Blonde: Andrew Dominik says gentlemen prefer blondes, it’s about “whores”

“Does anyone watch Marilyn Monroe movies?” asked Dominik, director of the Marilyn Monroe film Blonde.

According to Blonde director Andrew Dominik, Marilyn Monroe’s famous film Gentlemen Prefer Blondes is all about whores.

Dominik, who wrote and directed the controversial NC-17 portrait of Monroe for Netflix, previously admitted to being unfamiliar with Monroe’s filmography before adapting Joyce Carol Oates’ novel about the late icon. Now, in a new interview with BFI’s Sight and Sound Magazine, Dominik said Monroe has been in “a whole bunch of movies that nobody really watches, right?”

Journalist Christina Newland, who conducted the interview with Dominik, tweeted an “outtake” from her transcript with the “Assassination of Jesse James” director.

“Anybody watch Marilyn Monroe movies?” Dominik said before calling Gentlemen Prefer Blondes a movie about “well-dressed whores.” See below.

“I want to make sure I’m doing my due diligence here,” Newland added on Twitter. “He has spoken about and referred to many of their films. He had clearly studied and observed everything: whether he liked it (other than ‘Some Like It Hot’, which he loves) is another story, obviously.”

In the print interview, Dominik also referred to Monroe’s famous “diamonds are a girl’s best friend” moment in “Gentlemen Prefer Blondes” as “sisterly advice” for easy-going women.

“‘If you want to fuck, make sure you get paid,'” Dominik mused over the message. “Or is it just romanticized whore?”

Monroe starred as showgirl alongside Jane Russell, who travels to Paris to find applicants abroad. While the film ends with a double wedding and two happily ever afters, offscreen that wasn’t the case: Monroe notoriously made just $500 for the role, compared to Russell’s $200,000 contract. But Gentlemen Prefer Blondes was critically acclaimed and has remained so ever since: in part because of the no-nonsense approach to work and sex that undermined Monroe’s on-screen role as a victim of the male gaze. That is, until “Blonde”, it seems.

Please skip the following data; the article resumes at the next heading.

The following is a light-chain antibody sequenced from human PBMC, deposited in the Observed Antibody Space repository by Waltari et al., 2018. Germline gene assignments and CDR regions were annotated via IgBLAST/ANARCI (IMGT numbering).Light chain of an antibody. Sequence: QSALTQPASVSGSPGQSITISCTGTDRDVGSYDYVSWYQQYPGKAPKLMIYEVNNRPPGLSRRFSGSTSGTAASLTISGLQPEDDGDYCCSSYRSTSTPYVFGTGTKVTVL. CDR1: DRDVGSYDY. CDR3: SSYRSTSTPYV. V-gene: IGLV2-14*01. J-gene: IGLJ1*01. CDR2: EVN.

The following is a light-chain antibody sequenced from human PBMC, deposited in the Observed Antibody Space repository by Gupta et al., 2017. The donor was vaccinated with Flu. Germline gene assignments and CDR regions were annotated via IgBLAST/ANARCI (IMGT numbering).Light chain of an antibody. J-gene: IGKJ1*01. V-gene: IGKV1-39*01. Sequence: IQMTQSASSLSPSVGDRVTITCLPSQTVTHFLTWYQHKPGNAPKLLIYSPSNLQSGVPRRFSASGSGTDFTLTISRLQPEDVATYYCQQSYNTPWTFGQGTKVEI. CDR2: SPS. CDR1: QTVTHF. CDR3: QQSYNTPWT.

Dominik later elaborated on Monroe’s enduring iconography, saying, “Well, she was a weird sex symbol because she doesn’t have to die in the end [of her films] like a Barbara Stanwyck or a Rita Hayworth. But she had to be a little baby… I think Marilyn was a man girl. I don’t think she was a woman who had many girlfriends. But I think she was a woman who didn’t have many friends. There is a sense that we want to reinvent them in line with today’s political concerns. But she was a person who was exceedingly self-destructive.”

Dominik added, “I think she was clearly an extraordinarily powerful person. But I don’t think it was built for success the way people see it today. So everyone has moments of strength and people want to say that she has taken control of her life. But she wanted to destroy her life. So I think the movie is about the importance of Marilyn Monroe. Or a meaning. She was a symbol of something. She was the 20th century Aphrodite, the American goddess of love. And she killed herself. What does that mean?”

Citing Lacanian and Freudian surreal depictions of psychology, Dominik also closed the critique of the intense depictions of multiple abortions and sexual assaults. “It’s not about taste for me,” said Dominik.

Blonde is currently in theaters and will premiere on Netflix on September 28th.

You can find all the details about “Blonde” here.

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Lindsay Lowe

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